Presentation Type

Poster

Faculty Mentor’s Full Name

Travis Wheeler

Faculty Mentor’s Department

Computer Science

Abstract

Plants in Southeast Asia are historically understudied, and their evolutionary relationships are poorly understood. This lack of an evolutionary history has proven to be an obstacle to further investigation of these species, so this research seeks to create a phylogeny, or evolutionary tree, of these plants using molecular data and computational tools. To accomplish this, I downloaded amino acid and DNA sequences from respected databases. I determined which sequences are best recorded in the species of interest, and utilized a blend of pre-existing tools and scripts written in the Perl programming language to eliminate sequences that could lead to inaccurate results. I fed these “filtered” sequences into programs that create alignments of protein or DNA sequences (MAFFT and Opal). These sequence alignments are used to infer likely relationships among these sequences and, therefore, relationships among the species they were obtained from. The resulting alignments were used to compute the most probable phylogeny, using the inference tool, FastTree. The resulting evolutionary tree will assist in filling a significant gap in our knowledge of the evolutionary history of the plants of Southeast Asia. It will also be directly applicable to the research of our Biology Department’s Dr. Jedediah Brodie, who is investigating how interactions with marsupials and mammals has shaped the evolution of these plant species.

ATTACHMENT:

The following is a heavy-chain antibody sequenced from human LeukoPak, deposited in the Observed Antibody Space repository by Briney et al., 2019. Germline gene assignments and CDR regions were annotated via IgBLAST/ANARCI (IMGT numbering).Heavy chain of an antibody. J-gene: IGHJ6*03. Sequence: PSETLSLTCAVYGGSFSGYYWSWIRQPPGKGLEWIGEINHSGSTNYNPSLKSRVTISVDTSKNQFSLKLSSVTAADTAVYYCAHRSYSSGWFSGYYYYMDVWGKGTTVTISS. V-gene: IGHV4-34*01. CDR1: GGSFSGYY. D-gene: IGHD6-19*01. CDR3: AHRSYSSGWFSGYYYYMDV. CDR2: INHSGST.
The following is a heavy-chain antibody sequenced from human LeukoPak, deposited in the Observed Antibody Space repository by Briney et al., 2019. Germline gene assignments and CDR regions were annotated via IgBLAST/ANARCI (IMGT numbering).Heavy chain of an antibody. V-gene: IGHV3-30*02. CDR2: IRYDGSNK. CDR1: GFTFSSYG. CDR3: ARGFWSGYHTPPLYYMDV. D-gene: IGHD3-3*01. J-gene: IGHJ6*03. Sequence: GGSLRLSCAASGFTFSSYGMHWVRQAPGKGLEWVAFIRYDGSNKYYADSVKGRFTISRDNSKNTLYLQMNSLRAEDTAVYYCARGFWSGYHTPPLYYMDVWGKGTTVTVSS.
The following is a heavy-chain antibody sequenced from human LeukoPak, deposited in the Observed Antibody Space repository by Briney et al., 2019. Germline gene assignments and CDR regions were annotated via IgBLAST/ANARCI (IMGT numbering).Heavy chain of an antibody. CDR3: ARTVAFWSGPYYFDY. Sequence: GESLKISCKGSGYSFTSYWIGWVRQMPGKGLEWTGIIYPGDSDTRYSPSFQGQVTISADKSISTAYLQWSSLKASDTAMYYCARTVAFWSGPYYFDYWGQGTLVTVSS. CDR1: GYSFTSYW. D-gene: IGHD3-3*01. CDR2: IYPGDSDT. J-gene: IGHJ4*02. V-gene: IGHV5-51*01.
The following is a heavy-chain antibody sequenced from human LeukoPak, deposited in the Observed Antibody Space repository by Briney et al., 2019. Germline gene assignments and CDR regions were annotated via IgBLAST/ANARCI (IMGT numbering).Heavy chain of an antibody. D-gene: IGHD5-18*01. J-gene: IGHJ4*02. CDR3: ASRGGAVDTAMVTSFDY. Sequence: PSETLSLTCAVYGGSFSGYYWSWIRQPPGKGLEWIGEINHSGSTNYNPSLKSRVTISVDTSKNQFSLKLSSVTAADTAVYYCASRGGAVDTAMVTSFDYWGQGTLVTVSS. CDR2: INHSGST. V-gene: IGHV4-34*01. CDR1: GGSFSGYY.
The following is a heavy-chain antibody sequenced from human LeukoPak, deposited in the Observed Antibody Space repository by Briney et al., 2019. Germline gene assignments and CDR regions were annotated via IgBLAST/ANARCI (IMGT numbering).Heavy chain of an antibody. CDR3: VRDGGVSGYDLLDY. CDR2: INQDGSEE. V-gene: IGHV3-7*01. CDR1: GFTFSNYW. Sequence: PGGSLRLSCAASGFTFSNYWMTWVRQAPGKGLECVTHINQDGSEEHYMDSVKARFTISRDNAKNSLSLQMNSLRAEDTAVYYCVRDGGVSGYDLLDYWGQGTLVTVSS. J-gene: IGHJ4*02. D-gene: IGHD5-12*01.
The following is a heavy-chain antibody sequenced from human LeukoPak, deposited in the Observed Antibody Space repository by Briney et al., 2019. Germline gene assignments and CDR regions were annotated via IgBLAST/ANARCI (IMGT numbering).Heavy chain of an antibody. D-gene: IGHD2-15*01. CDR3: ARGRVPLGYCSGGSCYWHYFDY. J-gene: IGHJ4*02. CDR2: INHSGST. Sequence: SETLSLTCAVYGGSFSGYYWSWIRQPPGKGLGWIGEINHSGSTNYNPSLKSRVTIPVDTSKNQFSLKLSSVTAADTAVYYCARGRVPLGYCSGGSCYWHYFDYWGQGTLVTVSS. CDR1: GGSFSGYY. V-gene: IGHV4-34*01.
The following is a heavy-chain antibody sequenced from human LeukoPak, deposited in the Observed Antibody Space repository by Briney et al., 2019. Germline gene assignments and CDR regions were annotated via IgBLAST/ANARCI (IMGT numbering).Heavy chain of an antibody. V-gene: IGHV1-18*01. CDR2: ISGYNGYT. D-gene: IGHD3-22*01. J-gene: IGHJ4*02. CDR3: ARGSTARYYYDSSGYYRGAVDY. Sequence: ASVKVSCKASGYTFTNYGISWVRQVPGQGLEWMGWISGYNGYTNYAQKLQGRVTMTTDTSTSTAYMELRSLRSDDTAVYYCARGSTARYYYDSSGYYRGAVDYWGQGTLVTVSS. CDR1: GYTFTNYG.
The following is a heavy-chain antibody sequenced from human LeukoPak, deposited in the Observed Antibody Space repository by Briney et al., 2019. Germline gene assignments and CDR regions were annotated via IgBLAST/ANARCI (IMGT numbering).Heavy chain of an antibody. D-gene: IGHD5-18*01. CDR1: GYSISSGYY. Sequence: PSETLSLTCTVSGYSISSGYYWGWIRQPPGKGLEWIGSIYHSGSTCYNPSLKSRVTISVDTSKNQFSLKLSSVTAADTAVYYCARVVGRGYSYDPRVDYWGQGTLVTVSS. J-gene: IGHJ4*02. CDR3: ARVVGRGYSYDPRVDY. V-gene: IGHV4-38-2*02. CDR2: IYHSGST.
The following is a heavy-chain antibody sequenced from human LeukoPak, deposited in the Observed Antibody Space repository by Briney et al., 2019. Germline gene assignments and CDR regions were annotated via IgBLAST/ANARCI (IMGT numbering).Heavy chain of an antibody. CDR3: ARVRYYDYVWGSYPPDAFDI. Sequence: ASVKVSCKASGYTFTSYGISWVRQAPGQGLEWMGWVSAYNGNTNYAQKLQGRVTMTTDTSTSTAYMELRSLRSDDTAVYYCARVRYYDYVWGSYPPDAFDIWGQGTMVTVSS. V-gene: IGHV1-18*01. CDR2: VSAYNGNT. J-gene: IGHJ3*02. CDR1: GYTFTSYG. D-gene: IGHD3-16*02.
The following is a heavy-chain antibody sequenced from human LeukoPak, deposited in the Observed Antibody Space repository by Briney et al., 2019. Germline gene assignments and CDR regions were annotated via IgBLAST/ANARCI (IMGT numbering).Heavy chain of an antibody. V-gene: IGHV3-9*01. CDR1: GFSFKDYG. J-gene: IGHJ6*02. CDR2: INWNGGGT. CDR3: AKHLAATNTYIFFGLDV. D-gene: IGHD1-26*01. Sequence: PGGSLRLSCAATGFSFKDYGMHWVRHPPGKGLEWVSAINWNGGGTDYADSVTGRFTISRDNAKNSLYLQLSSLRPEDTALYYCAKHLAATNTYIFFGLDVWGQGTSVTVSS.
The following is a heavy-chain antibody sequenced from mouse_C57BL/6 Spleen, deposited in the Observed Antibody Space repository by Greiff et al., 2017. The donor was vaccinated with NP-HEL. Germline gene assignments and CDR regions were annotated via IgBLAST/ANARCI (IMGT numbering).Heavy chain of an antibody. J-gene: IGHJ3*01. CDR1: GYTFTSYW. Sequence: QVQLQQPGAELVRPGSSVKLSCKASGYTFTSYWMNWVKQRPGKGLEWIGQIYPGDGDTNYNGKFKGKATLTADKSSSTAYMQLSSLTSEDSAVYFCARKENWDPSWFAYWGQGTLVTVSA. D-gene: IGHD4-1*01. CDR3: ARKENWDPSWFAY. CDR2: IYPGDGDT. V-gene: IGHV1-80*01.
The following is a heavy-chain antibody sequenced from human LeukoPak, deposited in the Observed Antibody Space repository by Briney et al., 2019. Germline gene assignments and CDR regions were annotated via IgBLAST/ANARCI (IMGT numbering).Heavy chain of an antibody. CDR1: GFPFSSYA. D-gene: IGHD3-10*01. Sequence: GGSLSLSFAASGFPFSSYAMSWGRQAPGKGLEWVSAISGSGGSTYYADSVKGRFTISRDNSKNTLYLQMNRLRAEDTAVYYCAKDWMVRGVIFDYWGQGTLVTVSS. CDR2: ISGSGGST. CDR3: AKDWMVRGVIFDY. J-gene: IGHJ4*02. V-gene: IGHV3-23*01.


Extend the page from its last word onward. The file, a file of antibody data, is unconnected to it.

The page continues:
Category

Life Sciences

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Apr 27th, 3:00 PM Apr 27th, 4:00 PM

Branching Out: Generating an Evolutionary Tree of Southeast Asian Plants with Computational Tools

UC South Ballroom

Plants in Southeast Asia are historically understudied, and their evolutionary relationships are poorly understood. This lack of an evolutionary history has proven to be an obstacle to further investigation of these species, so this research seeks to create a phylogeny, or evolutionary tree, of these plants using molecular data and computational tools. To accomplish this, I downloaded amino acid and DNA sequences from respected databases. I determined which sequences are best recorded in the species of interest, and utilized a blend of pre-existing tools and scripts written in the Perl programming language to eliminate sequences that could lead to inaccurate results. I fed these “filtered” sequences into programs that create alignments of protein or DNA sequences (MAFFT and Opal). These sequence alignments are used to infer likely relationships among these sequences and, therefore, relationships among the species they were obtained from. The resulting alignments were used to compute the most probable phylogeny, using the inference tool, FastTree. The resulting evolutionary tree will assist in filling a significant gap in our knowledge of the evolutionary history of the plants of Southeast Asia. It will also be directly applicable to the research of our Biology Department’s Dr. Jedediah Brodie, who is investigating how interactions with marsupials and mammals has shaped the evolution of these plant species.